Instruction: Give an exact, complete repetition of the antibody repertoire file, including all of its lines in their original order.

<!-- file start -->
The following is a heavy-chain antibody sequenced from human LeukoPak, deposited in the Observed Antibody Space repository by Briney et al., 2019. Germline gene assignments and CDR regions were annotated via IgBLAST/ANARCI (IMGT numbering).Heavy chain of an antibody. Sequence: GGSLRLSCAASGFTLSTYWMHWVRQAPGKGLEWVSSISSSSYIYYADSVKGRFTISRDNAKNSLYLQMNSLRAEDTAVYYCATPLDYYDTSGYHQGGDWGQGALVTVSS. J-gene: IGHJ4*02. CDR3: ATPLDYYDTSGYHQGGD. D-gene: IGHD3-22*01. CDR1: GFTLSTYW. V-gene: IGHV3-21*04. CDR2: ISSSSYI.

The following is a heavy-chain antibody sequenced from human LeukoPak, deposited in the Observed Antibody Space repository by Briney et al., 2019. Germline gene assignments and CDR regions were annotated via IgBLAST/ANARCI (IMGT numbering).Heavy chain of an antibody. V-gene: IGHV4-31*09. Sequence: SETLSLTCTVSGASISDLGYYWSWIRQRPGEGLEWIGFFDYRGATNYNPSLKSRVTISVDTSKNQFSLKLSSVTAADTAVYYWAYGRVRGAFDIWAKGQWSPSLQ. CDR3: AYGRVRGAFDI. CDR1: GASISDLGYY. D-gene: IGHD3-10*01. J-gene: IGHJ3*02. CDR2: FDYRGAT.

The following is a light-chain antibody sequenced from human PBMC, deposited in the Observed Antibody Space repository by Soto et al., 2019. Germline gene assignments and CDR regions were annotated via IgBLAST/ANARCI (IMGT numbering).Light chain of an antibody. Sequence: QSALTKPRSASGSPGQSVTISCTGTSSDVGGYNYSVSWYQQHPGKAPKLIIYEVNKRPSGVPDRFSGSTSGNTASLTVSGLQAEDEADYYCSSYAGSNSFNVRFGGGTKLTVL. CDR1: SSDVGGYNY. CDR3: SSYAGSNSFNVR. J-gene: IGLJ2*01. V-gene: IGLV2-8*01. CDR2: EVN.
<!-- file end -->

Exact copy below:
The following is a heavy-chain antibody sequenced from human LeukoPak, deposited in the Observed Antibody Space repository by Briney et al., 2019. Germline gene assignments and CDR regions were annotated via IgBLAST/ANARCI (IMGT numbering).Heavy chain of an antibody. Sequence: GGSLRLSCAASGFTLSTYWMHWVRQAPGKGLEWVSSISSSSYIYYADSVKGRFTISRDNAKNSLYLQMNSLRAEDTAVYYCATPLDYYDTSGYHQGGDWGQGALVTVSS. J-gene: IGHJ4*02. CDR3: ATPLDYYDTSGYHQGGD. D-gene: IGHD3-22*01. CDR1: GFTLSTYW. V-gene: IGHV3-21*04. CDR2: ISSSSYI.

The following is a heavy-chain antibody sequenced from human LeukoPak, deposited in the Observed Antibody Space repository by Briney et al., 2019. Germline gene assignments and CDR regions were annotated via IgBLAST/ANARCI (IMGT numbering).Heavy chain of an antibody. V-gene: IGHV4-31*09. Sequence: SETLSLTCTVSGASISDLGYYWSWIRQRPGEGLEWIGFFDYRGATNYNPSLKSRVTISVDTSKNQFSLKLSSVTAADTAVYYWAYGRVRGAFDIWAKGQWSPSLQ. CDR3: AYGRVRGAFDI. CDR1: GASISDLGYY. D-gene: IGHD3-10*01. J-gene: IGHJ3*02. CDR2: FDYRGAT.

The following is a light-chain antibody sequenced from human PBMC, deposited in the Observed Antibody Space repository by Soto et al., 2019. Germline gene assignments and CDR regions were annotated via IgBLAST/ANARCI (IMGT numbering).Light chain of an antibody. Sequence: QSALTKPRSASGSPGQSVTISCTGTSSDVGGYNYSVSWYQQHPGKAPKLIIYEVNKRPSGVPDRFSGSTSGNTASLTVSGLQAEDEADYYCSSYAGSNSFNVRFGGGTKLTVL. CDR1: SSDVGGYNY. CDR3: SSYAGSNSFNVR. J-gene: IGLJ2*01. V-gene: IGLV2-8*01. CDR2: EVN.